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Don't delay SB54 — let the 2014 measure go forward

Senator, Orrin Hatch speaks to the Senate during the Utah State Legislature Friday, Jan. 31, 2014.
Senator, Orrin Hatch speaks to the Senate during the Utah State Legislature Friday, Jan. 31, 2014.
Scott G. Winterton, Deseret News

We applaud the Utah Senate’s decision to reject a bill delaying the changes enacted by SB54, the 2014 measure that served as a compromise between the Count My Vote initiative supporters and those attempting to preserve Utah’s caucus system for electing candidates. It is a tribute to the political courage of Utah’s overwhelming Republican legislative majority that they were willing to ignore the political pressure from their own state party, which is doing everything it possibly can to thwart the implementation of a law that has broad support from the rank and file in both of Utah’s major political parties.

The Utah Republican Party was pushing for the delay on the grounds that they wouldn’t have enough time to comply with the SB54 changes in time for the 2014 elections. Yet even Republican lawmakers recognized this was just one more attempt to buy time to scuttle the new law by any means possible. Republican Party leadership has made it clear that repeal, not delay, is their ultimate goal, which is why they are fighting the compromise in federal court. Republican State Chairman James Evans has said that the law represents a “blatant disregard for our constitutional rights,” so it seems unlikely he would be satisfied with merely postponing the law’s effects for another election cycle.

When SB54 was passed, it diffused the growing movement to eliminate the caucus system altogether, which was the goal of the Count My Vote initiative drive. Should the Utah Republican Party leadership succeed in their efforts to stop the compromise, their actions would undoubtedly result in a renewed effort by Utah voters to bypass the party and take their case directly to voters with a ballot initiative. The end result of that effort would be a caucus-free system that would be even less palatable to the Republican leadership than the one designed by SB54, which continues the current caucuses but also allows candidates to gain access to a primary ballot by gathering signatures rather than being chosen by caucus delegates.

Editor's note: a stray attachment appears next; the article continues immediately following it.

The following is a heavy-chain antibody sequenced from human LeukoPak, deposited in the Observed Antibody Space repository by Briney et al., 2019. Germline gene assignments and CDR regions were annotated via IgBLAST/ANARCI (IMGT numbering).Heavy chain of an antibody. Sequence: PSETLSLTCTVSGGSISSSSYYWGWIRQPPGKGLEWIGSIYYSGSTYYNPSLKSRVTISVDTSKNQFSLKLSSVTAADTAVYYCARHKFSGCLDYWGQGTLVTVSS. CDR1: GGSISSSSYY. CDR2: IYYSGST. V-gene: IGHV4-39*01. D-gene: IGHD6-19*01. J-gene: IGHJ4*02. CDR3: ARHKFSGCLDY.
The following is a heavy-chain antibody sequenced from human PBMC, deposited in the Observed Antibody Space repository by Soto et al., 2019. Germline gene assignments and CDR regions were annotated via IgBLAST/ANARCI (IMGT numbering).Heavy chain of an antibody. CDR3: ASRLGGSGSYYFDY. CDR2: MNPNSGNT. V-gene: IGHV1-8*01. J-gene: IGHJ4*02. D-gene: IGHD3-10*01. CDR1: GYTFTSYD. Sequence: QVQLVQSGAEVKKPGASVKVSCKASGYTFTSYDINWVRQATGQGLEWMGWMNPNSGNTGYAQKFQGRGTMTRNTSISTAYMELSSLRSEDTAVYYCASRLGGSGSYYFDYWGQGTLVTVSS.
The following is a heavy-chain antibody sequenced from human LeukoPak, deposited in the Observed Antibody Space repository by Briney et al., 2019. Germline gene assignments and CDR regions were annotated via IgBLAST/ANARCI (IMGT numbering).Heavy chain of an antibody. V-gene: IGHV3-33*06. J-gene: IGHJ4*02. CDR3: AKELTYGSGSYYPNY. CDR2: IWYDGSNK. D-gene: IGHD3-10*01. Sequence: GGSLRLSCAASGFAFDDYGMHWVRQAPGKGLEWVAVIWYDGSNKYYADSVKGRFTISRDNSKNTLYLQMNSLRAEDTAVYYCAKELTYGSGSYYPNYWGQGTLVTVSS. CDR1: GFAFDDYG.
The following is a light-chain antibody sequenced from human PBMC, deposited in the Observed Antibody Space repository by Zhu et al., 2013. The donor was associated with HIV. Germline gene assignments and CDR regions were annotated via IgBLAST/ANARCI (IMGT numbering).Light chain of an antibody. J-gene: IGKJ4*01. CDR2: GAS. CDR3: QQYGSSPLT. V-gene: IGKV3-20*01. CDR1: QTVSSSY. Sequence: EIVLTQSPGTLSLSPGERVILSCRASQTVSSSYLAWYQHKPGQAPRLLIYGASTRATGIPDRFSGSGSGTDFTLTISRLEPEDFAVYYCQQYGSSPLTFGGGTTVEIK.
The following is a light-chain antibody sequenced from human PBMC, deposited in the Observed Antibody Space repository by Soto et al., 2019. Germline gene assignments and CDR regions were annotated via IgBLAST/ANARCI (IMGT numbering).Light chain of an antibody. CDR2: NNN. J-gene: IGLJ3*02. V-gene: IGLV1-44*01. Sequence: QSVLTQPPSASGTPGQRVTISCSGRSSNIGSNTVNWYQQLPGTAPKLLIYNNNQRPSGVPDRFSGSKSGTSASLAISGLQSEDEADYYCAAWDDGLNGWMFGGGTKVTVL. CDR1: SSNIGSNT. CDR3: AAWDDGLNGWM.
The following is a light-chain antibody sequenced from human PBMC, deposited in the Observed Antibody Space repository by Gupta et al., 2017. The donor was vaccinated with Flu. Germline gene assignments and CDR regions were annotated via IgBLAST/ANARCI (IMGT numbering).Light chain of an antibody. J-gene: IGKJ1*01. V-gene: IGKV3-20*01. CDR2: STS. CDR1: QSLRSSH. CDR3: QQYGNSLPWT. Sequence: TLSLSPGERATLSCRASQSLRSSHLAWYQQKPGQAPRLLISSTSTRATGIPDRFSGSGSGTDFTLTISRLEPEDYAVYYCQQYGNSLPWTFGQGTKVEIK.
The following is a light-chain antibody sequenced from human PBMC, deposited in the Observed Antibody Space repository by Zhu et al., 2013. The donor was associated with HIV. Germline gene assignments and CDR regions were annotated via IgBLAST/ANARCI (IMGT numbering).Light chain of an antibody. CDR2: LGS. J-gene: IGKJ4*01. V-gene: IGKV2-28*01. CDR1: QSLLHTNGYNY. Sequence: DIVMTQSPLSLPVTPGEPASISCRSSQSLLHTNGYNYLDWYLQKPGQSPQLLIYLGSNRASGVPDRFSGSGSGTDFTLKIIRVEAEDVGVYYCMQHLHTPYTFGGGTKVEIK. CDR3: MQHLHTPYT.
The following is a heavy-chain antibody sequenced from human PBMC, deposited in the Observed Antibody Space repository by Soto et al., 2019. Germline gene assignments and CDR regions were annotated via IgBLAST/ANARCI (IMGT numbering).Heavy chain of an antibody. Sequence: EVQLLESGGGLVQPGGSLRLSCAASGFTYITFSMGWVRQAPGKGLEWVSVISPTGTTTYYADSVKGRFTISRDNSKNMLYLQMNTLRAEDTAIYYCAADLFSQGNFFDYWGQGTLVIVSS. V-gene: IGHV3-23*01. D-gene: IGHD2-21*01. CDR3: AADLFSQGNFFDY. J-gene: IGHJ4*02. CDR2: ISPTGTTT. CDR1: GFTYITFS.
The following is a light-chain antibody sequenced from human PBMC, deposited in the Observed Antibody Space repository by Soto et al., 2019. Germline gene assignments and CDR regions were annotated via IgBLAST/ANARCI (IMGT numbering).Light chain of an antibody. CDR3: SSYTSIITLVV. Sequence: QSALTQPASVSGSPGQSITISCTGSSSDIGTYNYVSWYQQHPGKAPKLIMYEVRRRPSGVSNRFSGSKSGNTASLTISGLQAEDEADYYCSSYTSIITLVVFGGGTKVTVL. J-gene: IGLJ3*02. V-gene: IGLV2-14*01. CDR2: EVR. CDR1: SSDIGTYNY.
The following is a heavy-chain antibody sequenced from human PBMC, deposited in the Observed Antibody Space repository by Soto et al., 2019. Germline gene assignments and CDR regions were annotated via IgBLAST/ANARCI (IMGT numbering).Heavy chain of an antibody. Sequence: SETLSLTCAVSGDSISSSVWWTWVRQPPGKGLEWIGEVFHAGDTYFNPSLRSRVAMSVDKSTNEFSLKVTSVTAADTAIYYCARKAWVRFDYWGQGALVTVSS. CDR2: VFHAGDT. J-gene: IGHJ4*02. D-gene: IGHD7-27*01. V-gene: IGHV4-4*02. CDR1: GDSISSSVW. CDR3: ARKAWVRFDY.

It is easy to understand why party leaders might balk at the SB54 changes, as they dilute the influence of party leaders in choosing candidates. But that’s precisely why so many Utahns support the compromise. The existing caucus system provides too much power to too few people, and it allows a highly motivated minority to hijack the process and put candidates on the ballot that are more ideologically extreme than the electorate at large. Republican leaders would do well to realize that they are fighting a losing battle here. Even if they were to temporarily succeed in their attempts to stop SB54, they won’t be able to stave off the clear will of the voters forever.